Specialists the new target for My Health Record uptake


By Michael Woodhead

13 Jul 2020

The Australian Digital Health Agency (ADHA) says it is now turning its attention to encourage specialists to use the My Health Record system after recent figures showed only a small minority have signed up for the federal government’s digital health record system.

The ADHA says its focus over 2019 was connecting primary healthcare providers to the My Health Record system, and it now has over 90% of GPs and pharmacists registered to upload and view documents.

“It made sense to firstly work with healthcare providers who consumers deal with most and where levels of computerisation were already high,” it says in a 13 July statement.

But at the end of 2019 only 8% of specialist practices were connected to the system and the ADHA says it is now working to remove barriers to specialist use of e-health records such as software and technology compatibility.

Agency CEO Bettina McMahon says the COVID-19 pandemic has pushed healthcare workers  and patients into using new digital models of care, and the results of a new survey commissioned by the ADHA show that 90% of specialists are now open to using more technology when caring for their patients, including using apps and online self-service.

“We’ve seen a significant increase in digital health over the past three months as the health system has fast tracked its adoption of technology to deliver health services in a COVID world,” she said.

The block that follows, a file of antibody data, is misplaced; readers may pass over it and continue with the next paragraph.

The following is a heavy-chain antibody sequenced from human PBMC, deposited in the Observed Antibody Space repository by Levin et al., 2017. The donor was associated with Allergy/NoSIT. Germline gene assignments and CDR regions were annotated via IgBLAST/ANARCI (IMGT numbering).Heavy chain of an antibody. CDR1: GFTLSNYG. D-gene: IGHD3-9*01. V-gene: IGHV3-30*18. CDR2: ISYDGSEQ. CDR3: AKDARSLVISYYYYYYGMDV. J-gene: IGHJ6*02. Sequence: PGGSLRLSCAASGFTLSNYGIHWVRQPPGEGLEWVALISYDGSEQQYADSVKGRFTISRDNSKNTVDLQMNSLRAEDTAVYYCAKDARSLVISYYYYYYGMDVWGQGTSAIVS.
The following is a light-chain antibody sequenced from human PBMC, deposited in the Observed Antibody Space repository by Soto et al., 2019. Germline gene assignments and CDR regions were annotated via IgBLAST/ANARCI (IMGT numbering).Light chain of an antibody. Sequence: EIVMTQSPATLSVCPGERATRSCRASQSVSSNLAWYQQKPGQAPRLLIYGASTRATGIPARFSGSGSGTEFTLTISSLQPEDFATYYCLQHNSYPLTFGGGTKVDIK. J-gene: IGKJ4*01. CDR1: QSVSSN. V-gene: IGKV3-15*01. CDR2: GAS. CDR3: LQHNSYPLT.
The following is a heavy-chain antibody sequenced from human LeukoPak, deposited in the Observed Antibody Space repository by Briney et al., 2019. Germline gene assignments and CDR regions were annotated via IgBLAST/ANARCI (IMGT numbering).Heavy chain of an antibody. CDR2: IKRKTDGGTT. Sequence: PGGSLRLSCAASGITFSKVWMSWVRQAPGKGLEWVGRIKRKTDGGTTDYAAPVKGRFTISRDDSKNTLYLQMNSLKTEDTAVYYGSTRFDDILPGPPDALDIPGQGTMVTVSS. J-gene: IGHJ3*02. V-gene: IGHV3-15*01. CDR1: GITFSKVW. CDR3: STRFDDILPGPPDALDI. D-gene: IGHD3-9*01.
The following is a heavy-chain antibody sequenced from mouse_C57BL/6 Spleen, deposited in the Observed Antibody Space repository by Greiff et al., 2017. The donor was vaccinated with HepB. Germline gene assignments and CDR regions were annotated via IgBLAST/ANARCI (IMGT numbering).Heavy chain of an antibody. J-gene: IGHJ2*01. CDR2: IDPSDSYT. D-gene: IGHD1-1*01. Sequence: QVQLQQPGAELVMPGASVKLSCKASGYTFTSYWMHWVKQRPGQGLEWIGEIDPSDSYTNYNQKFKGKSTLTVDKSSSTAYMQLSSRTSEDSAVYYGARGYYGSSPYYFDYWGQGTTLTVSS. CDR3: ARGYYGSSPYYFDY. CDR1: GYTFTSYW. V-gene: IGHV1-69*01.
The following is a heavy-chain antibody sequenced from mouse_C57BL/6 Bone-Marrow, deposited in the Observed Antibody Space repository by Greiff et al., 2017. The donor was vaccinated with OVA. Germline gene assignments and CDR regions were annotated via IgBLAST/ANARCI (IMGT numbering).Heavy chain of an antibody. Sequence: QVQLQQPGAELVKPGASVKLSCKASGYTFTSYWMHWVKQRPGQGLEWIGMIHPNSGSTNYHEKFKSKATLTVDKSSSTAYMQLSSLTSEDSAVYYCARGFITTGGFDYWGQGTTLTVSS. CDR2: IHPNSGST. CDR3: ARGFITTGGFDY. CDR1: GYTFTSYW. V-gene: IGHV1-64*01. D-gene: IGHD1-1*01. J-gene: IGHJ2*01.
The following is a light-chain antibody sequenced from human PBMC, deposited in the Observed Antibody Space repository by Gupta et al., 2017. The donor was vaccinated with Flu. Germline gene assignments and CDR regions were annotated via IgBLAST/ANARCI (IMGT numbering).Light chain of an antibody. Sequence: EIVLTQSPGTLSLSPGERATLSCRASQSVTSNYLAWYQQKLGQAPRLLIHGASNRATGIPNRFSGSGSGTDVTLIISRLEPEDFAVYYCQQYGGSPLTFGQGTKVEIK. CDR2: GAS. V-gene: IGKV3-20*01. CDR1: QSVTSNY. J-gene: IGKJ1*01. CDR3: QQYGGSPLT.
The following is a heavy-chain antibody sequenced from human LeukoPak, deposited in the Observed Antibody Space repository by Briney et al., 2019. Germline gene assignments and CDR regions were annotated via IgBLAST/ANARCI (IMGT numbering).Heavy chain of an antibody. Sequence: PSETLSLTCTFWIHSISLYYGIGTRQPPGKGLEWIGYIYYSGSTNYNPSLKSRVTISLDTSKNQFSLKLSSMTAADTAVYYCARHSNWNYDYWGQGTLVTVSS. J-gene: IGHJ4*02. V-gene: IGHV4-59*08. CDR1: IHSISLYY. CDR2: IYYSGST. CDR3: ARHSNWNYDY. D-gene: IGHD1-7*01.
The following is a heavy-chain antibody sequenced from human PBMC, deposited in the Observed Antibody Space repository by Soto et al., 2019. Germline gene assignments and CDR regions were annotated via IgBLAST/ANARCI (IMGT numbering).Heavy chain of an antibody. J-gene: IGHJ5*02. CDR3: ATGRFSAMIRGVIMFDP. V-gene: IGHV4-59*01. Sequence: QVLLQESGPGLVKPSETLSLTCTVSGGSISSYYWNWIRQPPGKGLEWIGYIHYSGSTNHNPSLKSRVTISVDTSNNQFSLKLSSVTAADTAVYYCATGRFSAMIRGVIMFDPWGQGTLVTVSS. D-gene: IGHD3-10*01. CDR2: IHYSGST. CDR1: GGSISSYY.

“This new research shows that we can expect digital health to remain a feature of healthcare into the future, now that consumers and healthcare professionals have experienced the convenience and benefits technology can bring.”

Ms McMahon says the ADHA’s is now working with software companies to make specialist software more user-friendly and to develop education and training materials.

“The Agency will continue to work with the health tech sector to improve the experience for healthcare professionals using IT in busy healthcare settings and the connection of their systems across the health sector,” she said.

“We are working with the tech industry to integrate standard medical terminology, national patient and provider identifiers, standardised secure messaging and the My Health Record into the systems specialists and other providers are already using – enabling them to access the most up to date patient health information in a safe, secure, and simple way,” Ms McMahon said.

“The importance of using technology to support our health workers to improve patient outcomes cannot be underestimated. We are working hard to improve their experience with technology so that Australians can benefit from digital health in the ‘new normal’ of health service delivery.”

In a May 2020 statistics update, the Australian Digital Health Agency said 91% of public hospitals were using the My Health Record and that 85% of MHRs now had data in them, the most popular being shared health summaries, immunisation records and hospital discharge summaries.

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